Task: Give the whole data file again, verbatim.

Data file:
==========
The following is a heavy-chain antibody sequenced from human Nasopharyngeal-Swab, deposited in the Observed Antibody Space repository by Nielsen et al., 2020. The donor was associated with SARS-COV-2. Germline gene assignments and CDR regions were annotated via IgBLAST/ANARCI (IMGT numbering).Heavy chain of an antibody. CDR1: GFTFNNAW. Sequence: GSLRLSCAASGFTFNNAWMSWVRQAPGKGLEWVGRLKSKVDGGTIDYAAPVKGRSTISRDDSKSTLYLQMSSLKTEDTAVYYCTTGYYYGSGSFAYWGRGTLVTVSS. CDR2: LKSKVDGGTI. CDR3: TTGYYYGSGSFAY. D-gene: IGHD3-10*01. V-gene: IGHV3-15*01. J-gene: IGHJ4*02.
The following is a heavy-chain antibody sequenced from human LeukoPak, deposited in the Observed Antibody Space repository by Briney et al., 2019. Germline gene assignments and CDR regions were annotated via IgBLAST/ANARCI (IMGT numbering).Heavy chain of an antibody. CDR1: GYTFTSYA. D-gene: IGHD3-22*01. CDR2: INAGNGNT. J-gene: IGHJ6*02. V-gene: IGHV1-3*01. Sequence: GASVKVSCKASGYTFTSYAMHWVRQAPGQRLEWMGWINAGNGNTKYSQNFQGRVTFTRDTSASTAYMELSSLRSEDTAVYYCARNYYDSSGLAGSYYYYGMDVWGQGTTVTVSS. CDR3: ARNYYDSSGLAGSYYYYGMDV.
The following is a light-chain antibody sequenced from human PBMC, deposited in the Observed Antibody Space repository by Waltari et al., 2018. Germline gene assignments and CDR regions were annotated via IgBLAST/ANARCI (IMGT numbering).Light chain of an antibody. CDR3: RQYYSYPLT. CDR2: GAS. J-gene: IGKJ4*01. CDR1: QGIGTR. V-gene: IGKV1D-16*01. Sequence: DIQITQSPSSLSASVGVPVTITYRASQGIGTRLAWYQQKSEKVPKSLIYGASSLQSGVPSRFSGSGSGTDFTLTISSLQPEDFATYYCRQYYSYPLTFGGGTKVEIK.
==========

The following is a heavy-chain antibody sequenced from human Nasopharyngeal-Swab, deposited in the Observed Antibody Space repository by Nielsen et al., 2020. The donor was associated with SARS-COV-2. Germline gene assignments and CDR regions were annotated via IgBLAST/ANARCI (IMGT numbering).Heavy chain of an antibody. CDR1: GFTFNNAW. Sequence: GSLRLSCAASGFTFNNAWMSWVRQAPGKGLEWVGRLKSKVDGGTIDYAAPVKGRSTISRDDSKSTLYLQMSSLKTEDTAVYYCTTGYYYGSGSFAYWGRGTLVTVSS. CDR2: LKSKVDGGTI. CDR3: TTGYYYGSGSFAY. D-gene: IGHD3-10*01. V-gene: IGHV3-15*01. J-gene: IGHJ4*02.
The following is a heavy-chain antibody sequenced from human LeukoPak, deposited in the Observed Antibody Space repository by Briney et al., 2019. Germline gene assignments and CDR regions were annotated via IgBLAST/ANARCI (IMGT numbering).Heavy chain of an antibody. CDR1: GYTFTSYA. D-gene: IGHD3-22*01. CDR2: INAGNGNT. J-gene: IGHJ6*02. V-gene: IGHV1-3*01. Sequence: GASVKVSCKASGYTFTSYAMHWVRQAPGQRLEWMGWINAGNGNTKYSQNFQGRVTFTRDTSASTAYMELSSLRSEDTAVYYCARNYYDSSGLAGSYYYYGMDVWGQGTTVTVSS. CDR3: ARNYYDSSGLAGSYYYYGMDV.
The following is a light-chain antibody sequenced from human PBMC, deposited in the Observed Antibody Space repository by Waltari et al., 2018. Germline gene assignments and CDR regions were annotated via IgBLAST/ANARCI (IMGT numbering).Light chain of an antibody. CDR3: RQYYSYPLT. CDR2: GAS. J-gene: IGKJ4*01. CDR1: QGIGTR. V-gene: IGKV1D-16*01. Sequence: DIQITQSPSSLSASVGVPVTITYRASQGIGTRLAWYQQKSEKVPKSLIYGASSLQSGVPSRFSGSGSGTDFTLTISSLQPEDFATYYCRQYYSYPLTFGGGTKVEIK.